Australia’s Great Barrier Reef has lost more than half its coral cover in the past 27 years due to storms, predatory starfish and bleaching linked to climate change, a study released yesterday found.
The research by scientists from the Australian Institute of Marine Sciences (AIMS) and the University of Wollongong warned that coral cover on the heritage-listed reef — the world’s largest — could halve again by 2022 if trends continued.
Intense tropical cyclones — 34 in total since 1985 — were responsible for much of the damage, accounting for 48 percent, with outbreaks of the coral-feeding crown-of-thorns starfish linked to 42 percent.
Two severe coral bleaching events in 1998 and 2002 due to ocean warming also had “major detrimental impacts” on the central and northern parts of the reef, the study found, putting the impact at 10 percent.
Two-thirds of the loss had occurred since 1998, with the rate of decline increasing substantially and only three of the 214 individual reefs surveyed across the sprawling 345,000km2 site escaping any impact.
“This loss of over half of initial cover is of great concern, signifying habitat loss for the tens of thousands of species associated with tropical coral reefs,” the study said.
Author Hugh Sweatman said the findings, which were drawn from the world’s largest ever reef monitoring project involving 2,258 surveys over 27 years, showed that coral could recover from such trauma.
“But recovery takes 10-20 years. At present, the intervals between the disturbances are generally too short for full recovery and that’s causing the long-term losses,” Sweatman said.
The study said cyclone intensities were increasing as the world’s oceans warmed and bleaching deaths would “almost certainly increase” as a result of climate changes.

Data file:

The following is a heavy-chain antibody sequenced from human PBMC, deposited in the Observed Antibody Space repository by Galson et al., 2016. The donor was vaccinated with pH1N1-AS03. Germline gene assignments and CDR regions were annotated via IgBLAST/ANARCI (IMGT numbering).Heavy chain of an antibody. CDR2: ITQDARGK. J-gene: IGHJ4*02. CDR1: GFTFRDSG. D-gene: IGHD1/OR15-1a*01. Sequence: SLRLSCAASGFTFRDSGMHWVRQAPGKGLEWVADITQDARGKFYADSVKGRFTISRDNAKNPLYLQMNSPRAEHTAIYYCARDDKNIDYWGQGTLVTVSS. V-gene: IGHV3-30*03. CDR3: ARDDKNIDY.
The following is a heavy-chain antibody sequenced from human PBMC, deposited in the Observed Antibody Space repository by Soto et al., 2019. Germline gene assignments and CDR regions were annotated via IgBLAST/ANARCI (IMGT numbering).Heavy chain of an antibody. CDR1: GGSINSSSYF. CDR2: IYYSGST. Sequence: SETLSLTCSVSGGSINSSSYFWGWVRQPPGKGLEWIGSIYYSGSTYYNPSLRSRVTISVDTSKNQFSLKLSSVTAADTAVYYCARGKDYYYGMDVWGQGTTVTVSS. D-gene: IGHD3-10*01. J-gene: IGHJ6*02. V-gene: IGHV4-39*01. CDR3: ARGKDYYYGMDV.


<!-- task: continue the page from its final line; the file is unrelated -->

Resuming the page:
“The recent frequency and intensity of mass coral bleaching are of major concern, and are directly attributable to rising atmospheric greenhouse gases,” it said. “Mitigation of global warming and ocean acidification is essential for the future of the great barrier reef.”
AIMS chief John Gunn said it was difficult to stop the storms and bleaching, but researchers could focus their short-term efforts on the large, poisonous and spiny starfish, which feasts on coral polyps and can devastate reef cover.
The study said improving water quality was key to controlling starfish outbreaks, with increased agricultural run-off such as fertilizer along the reef coast causing algal blooms that starfish larvae feed on.
“We can’t stop the storms but perhaps we can stop the starfish,” Gunn said. “If we can, then the reef will have more opportunity to adapt to the challenges of rising sea temperatures and ocean acidification.”
He said researchers would try to “better predict and reduce the periodic population explosions” of the starfish and explore whether direct intervention methods could be useful.
According to the study, published in Proceedings of the National Academy of Sciences, coral cover would be able to rejuvenate by 0.89 percent every year without the starfish.
“So even with losses due to cyclones and bleaching there should be slow recovery,” Gunn said.
UNESCO warned it was considering listing the reef as a heritage site in danger earlier this year due to the unprecedented gas and coal mining boom in northern Australia and increasing coastal development.